Cover photo for Helen Austin's Obituary
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1932 Helen Austin 2023

Helen Austin

October 7, 1932 — February 27, 2023

On Monday, February 27th, 2023, Helen Louise Austin, née Dotson, beloved mother and matriarch, left this world to be with her husband, Colonel Hugh Samuel Austin, at the age of 90. She is survived by her three children Hugh Samuel (Patricia) Austin Jr., Edward Tillman (Marianne) Austin, and Katie Louise (Scott) Faulkner, née Austin; her grandchildren Sarah Ann (Andrew) Loving, Amy Christina Faulkner, Courtney Ann Austin (Robert) Wahl, Katie Samantha (Bradley) Williams, Ryan Austin, and Austin Allen Covington (Yumi) Wilson; and her great-grandchildren Eleanor Ann Loving, Lee Alexander Loving, Emily Irene Williams, Sage Suzanne Wahl, Sadie Grace Wahl, and Eliot Clare Williams. Helen was born in Alexandria, Louisiana on October 7th, 1932, the daughter of John and Katie Dotson. She was raised with her two sisters Edith and Barbara, who would be her bosom friends and companions for the rest of their lives. Helen’s first memory was of riding with Edith in an open-top car just “like the newsreels showed FDR riding in” while her little sister Barbara was being born. Her life to come would be composed of bright and adventurous memories with the family she was given, and the family she would come to create. Helen graduated from Bolton High School in 1950, and studied sociology at Louisiana Tech beginning in 1951. That year she met Sam Austin through a friend, cajoled into a blind double-date with this animated and outgoing boy she’d only seen once before. Over the next few months she came to know him as kind, generous, and gentlemanly, with a spot of jealousy regarding Helen that clinched her attraction to him. They were married on April 3rd, 1953, and at this point Helen’s life exploded in challenge, complexity, and growing joy. She became pregnant with her first child, Hugh “Spike” Austin, just as Sam found his first commission as an officer in the United States Air Force, and the years to come would see her moving with Sam across states and seas – seeing the world with her husband, learning to live without him through spans of military service, and tending to her burgeoning family. She would soon see the birth of her second son, called Eddie by everyone but Helen (until the day of her death, she would call him only “Edward Tillman”), and her only daughter Katie, who would be by her side for the rest of her life, and would come to care for her in her final years. Helen’s life was an unbroken line of talents and proficiencies. A precocious seamstress, she enjoyed sewing, crocheting, and even tatting, and proved a prolific gift-giver. As an officer’s wife, she was often called upon to host parties for military brass, and thrived as a hostess – an equal match for her inclusively friendly and ambitiously social husband. She was also a talented cook, mastering recipes from Louisiana and Cajun fare to French cooking and German cuisine. Helen would teach her children, grandchildren, and great-grandchildren secrets of curry dishes and koulouria cookies, learned from a lifetime of travels. When her daughter Katie took an interest in competitive horseback riding, she learned to ride herself. She began painting late in life, but tackled this challenge with the same confidence as any of her other pursuits, and found yet another talent with which she could express her creative energies. Signed “Ms Lady” (a moniker bestowed upon her by her teacher), her works were often composed of bright colors contrasted with black: fierce and feminine. Daughters and friends, neighbors and Senators; many in Helen’s Franklin community would come to enjoy her paintings. Late in life, Helen would sit in the afternoon with her great-granddaughter, painting and playing Rummikub, and quietly imparting the lessons of her life. Helen’s social graces and quiet wisdom could belie her inner strength and assertiveness. If she needed something done, she would do it. Helen was the type of person who would visit Spain to see the fabled running of the bulls, only to cheer loudly for the bull. While living in Germany, she joined some friends in a carefully managed excursion to Moscow, at the height of the cold war. Undeterred by conventional wisdom (or the strict guidelines and admonishments of the US government), Helen boarded a plane to the USSR. Secure in the knowledge that her personal safety depended upon maintaining a close proximity to her companions, Helen only ventured off alone a few times. Her strength of character could be seen in other ways as well. She was fiercely protective of her family and loved ones. Choice words and stern looks were only the beginning; Helen was not above painting you out of portraits should you come to deserve it. For the great majority of those fortunate enough to have met her, however, Helen Austin was an exemplar of grace, humor, hospitality, and the kind of wisdom which is earned through hardship and triumph, hard work, and appreciation of beauty: the beauty of the wind on beach sands, of birds in flight above the waves, or of the opening hibiscus. The world is less one force of nature, one unique perspective of a life well lived. A celebration of life will be at 11:00AM Saturday, March 25, 2023 at St. Paul's Episcopal Church, Franklin, TN. A reception will be held one hour prior to the service at 10AM.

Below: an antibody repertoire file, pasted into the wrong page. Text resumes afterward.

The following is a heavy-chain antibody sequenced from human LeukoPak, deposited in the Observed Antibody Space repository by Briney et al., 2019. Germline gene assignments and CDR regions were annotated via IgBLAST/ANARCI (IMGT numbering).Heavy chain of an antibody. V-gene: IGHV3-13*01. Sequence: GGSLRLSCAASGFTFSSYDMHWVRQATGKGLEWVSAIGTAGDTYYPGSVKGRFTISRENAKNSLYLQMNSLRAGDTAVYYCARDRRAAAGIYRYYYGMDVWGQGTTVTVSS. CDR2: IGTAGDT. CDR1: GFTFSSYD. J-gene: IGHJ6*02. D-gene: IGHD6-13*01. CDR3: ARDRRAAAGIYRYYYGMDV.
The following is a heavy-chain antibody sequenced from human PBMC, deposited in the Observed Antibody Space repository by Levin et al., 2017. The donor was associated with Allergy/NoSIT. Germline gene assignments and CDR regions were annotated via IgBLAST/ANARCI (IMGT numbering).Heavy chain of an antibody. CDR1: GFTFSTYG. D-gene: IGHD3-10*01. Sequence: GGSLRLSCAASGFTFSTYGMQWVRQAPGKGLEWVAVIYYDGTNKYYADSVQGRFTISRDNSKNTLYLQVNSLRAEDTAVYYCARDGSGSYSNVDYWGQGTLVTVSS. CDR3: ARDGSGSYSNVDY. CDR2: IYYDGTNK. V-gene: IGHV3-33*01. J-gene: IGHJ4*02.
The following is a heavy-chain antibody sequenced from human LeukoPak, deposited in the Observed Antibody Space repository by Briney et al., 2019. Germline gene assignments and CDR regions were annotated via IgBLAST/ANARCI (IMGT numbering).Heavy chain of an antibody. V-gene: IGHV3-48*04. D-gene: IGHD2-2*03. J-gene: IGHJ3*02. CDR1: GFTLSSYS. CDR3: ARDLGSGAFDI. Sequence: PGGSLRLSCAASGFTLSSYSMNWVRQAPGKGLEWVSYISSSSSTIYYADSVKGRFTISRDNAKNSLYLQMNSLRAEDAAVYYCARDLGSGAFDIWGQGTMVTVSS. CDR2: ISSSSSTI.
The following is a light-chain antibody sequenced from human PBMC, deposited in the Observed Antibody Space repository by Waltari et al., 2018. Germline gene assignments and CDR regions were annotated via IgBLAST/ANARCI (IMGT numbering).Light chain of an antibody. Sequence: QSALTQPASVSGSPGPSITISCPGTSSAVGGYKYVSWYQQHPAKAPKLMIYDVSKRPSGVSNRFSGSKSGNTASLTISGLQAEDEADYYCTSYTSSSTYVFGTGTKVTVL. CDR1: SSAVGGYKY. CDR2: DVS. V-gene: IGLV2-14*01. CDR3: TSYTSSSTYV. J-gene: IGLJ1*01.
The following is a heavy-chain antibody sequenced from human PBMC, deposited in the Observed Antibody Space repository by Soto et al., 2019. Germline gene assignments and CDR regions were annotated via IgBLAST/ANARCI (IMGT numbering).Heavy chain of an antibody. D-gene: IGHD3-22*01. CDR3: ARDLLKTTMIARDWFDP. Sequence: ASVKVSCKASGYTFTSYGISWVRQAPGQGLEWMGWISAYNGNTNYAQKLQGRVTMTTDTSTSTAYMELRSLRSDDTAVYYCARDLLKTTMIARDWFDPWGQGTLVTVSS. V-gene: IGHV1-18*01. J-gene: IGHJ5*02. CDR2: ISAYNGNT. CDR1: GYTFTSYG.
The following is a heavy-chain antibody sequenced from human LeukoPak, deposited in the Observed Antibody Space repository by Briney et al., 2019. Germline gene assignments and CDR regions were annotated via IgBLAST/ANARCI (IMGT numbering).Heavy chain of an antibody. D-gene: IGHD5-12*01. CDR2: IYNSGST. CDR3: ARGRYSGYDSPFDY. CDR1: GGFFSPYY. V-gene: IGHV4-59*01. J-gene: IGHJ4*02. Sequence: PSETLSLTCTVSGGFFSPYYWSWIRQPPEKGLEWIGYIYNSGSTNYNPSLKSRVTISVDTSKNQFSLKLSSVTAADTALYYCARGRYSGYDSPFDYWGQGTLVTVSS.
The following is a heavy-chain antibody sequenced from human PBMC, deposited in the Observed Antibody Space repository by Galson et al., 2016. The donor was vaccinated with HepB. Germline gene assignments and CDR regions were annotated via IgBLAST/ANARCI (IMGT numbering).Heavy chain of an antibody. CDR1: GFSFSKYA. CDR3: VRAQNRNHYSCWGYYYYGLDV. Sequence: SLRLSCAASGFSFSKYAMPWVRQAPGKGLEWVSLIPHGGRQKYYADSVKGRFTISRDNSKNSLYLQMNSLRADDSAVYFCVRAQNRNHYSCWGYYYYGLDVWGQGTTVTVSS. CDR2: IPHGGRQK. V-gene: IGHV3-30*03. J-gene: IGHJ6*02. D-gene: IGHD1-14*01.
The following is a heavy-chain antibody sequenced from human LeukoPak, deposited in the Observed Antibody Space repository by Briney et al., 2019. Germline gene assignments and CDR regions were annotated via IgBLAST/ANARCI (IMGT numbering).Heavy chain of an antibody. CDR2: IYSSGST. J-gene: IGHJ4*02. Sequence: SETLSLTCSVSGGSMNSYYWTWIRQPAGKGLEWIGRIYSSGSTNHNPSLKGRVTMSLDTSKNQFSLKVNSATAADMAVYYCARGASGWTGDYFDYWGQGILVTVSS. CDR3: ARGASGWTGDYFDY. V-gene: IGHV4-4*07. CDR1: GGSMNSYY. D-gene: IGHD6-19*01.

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Service Schedule

Past Services

Reception

Saturday, March 25, 2023

10:00 - 11:00 am (Central time)

St. Pauls Episcopal Church

510 W Main St, Franklin, TN 37064

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Celebration of Life

Saturday, March 25, 2023

Starts at 11:00 am (Central time)

St. Pauls Episcopal Church

510 W Main St, Franklin, TN 37064

Enter your phone number above to have directions sent via text. Standard text messaging rates apply.